The old adage about the Masters not coming truly alive until the back nine on the Sunday proved true once again.
For a long while it looked like it was going to be a procession for Japan’s Hideki Matsuyama at Augusta National until he started making errors as the finishing line approached.
After finding the water on 15, he bogeyed three of the closing four holes, but he managed to hold on to claim the Green Jacket by a stroke.
I was willing him to win as you don’t want to see anyone blow such a big lead. It was a more nervy finish than should have been the case.
It could have been a very different outcome if Xander Schauffele had avoided taking a triple bogey six at the 16th.
It was more comfortable than a one-shot victory suggests, but Augusta is so unpredictable which is what makes it so fascinating.
There is so much scope for errors on that back nine, especially when players are chasing a first major.
— PGA TOUR (@PGATOUR) April 12, 2021
Hideki’s victory could be massive for golf, particularly in Japan. He is the first Japanese man to win a men’s major and the country has the perfect platform to build on that success with golf being part of the Olympics in Tokyo this summer.
I was surprised so many of the big names didn’t make it into contention and some such as world number one Dustin Johnson and Rory McIlroy didn’t even make it to the weekend.
They possibly put too much pressure on themselves.
Runner-up Will Zalatoris grasped his opportunity and looks a great prospect. He doesn’t have full status on the PGA Tour, but he is now a contender to make the American Ryder Cup team after finishing only a stroke behind Hideki.
He started 2020 ranked outside the top 600 in the world, but he has made the most of his playing opportunities and is now 27th.
Jon Rahm finished tied fifth, which was remarkable given he only turned up on Wednesday after the birth of his son and didn’t get time to properly prepare.
But the most pleasing aspect for Scottish golf fans was seeing Robert MacIntyre shine on his Augusta debut.
The left-hander from Oban took it all in his stride and holed a birdie at the last to finish tied 12th and earn an invite back to next year’s major.
I spoke to his manager Iain Stoddart on the Saturday and he said Robert was a bit disappointed, which I thought was brilliant because most golfers his age would have been delighted to have finished the third round inside the top 10. He carded more birdies than any other player in the field, which is brilliant for someone playing in the Masters for the first time.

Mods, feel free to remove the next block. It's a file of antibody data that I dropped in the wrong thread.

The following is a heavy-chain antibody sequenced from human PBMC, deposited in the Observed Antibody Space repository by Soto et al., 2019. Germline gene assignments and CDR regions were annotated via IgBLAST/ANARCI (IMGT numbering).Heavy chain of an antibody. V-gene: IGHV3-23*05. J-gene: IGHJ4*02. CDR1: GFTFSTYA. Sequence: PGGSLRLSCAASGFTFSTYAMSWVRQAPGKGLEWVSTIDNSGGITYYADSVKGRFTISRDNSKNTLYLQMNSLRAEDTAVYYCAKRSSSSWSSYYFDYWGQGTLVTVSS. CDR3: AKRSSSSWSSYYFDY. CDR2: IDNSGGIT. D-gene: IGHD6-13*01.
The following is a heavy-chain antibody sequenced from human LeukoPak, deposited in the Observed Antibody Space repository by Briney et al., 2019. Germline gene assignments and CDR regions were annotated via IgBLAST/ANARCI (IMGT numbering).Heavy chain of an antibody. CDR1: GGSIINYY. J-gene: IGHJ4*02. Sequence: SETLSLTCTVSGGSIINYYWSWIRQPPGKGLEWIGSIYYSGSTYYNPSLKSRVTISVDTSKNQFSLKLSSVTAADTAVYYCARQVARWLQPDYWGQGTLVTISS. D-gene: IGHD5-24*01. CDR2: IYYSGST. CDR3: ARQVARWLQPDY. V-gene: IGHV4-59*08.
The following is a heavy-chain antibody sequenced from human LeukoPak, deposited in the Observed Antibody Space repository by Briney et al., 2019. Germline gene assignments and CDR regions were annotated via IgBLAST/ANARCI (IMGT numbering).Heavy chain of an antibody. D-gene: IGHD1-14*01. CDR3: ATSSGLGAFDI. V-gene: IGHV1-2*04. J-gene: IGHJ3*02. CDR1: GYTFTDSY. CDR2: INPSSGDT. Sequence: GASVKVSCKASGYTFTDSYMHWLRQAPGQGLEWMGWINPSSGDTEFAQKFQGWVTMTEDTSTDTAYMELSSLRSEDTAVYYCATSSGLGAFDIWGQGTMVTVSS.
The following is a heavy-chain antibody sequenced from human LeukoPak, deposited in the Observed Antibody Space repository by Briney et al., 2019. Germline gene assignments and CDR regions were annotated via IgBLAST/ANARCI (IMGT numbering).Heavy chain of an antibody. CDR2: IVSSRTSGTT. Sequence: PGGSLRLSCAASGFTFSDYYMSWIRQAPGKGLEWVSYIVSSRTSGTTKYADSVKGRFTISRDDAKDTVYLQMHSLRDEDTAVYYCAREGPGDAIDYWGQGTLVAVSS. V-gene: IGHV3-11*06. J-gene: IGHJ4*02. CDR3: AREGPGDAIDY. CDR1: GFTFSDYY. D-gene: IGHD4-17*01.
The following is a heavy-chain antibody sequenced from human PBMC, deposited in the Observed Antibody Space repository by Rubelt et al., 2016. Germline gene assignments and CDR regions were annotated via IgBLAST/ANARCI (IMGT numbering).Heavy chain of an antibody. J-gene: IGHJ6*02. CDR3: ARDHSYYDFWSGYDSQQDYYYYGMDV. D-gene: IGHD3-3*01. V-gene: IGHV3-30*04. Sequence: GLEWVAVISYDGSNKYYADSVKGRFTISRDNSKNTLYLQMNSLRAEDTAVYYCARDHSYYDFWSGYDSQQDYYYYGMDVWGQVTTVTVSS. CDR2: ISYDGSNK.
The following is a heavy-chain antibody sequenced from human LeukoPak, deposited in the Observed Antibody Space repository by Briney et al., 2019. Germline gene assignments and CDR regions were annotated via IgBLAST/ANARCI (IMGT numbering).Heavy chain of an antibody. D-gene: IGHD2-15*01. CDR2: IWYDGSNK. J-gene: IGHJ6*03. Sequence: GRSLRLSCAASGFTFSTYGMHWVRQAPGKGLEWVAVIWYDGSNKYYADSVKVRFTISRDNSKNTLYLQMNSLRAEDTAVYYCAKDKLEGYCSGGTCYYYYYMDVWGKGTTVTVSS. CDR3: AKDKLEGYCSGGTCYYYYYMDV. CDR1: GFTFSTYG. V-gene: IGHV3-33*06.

He will return to Augusta next year with loads of confidence. The hardest thing with the Masters is to play the course, not the occasion.
He went out to America for six or seven weeks and it helped get him ready for Augusta. He looked comfortable and like he was playing in his 15th Masters rather than his first.
He is only going to get stronger, which is great for Scottish golf.
A huge loss to community and charity
I was very saddened by the death of Aberdeen FC Community Trust chairman Duncan Skinner last week.
I knew him pretty well and I used to go to the football with him a lot and played a few games of golf with him at Blairgowrie.
He was such a lovely, generous man who did so much for charity.
He was great to my foundation and I used to enjoy going up to watch Aberdeen-Celtic games with him at Pittodrie.
He was a great guy and I was upset when I heard the news. My thoughts are with his family.
Very sad to hear the news that Duncan Skinner passed away yesterday a proper gent who gave up so much of his time to the AFC Community Trust my thoughts and prayers are with his family 🙏🏻 pic.twitter.com/j9OtQC1Yt9
— Stephen Gallacher (@stevieggolf) April 9, 2021
Cycle accident puts brakes on competition
The European Tour returns with the Austrian Golf Open today, but I’m at home nursing an injury. I fell off my bike and cracked a bone in my right hand. It was a freak accident as I was going round a bend and my pedal hit the ground and flipped me right over.
I was lucky I had my helmet on.
I didn’t think it was too bad, just some heavy bruising, but I had an MRI scan last week and I have cracked a bone, so I’m wearing a splint for six weeks.
The British Masters in May looks like my next event if all goes well.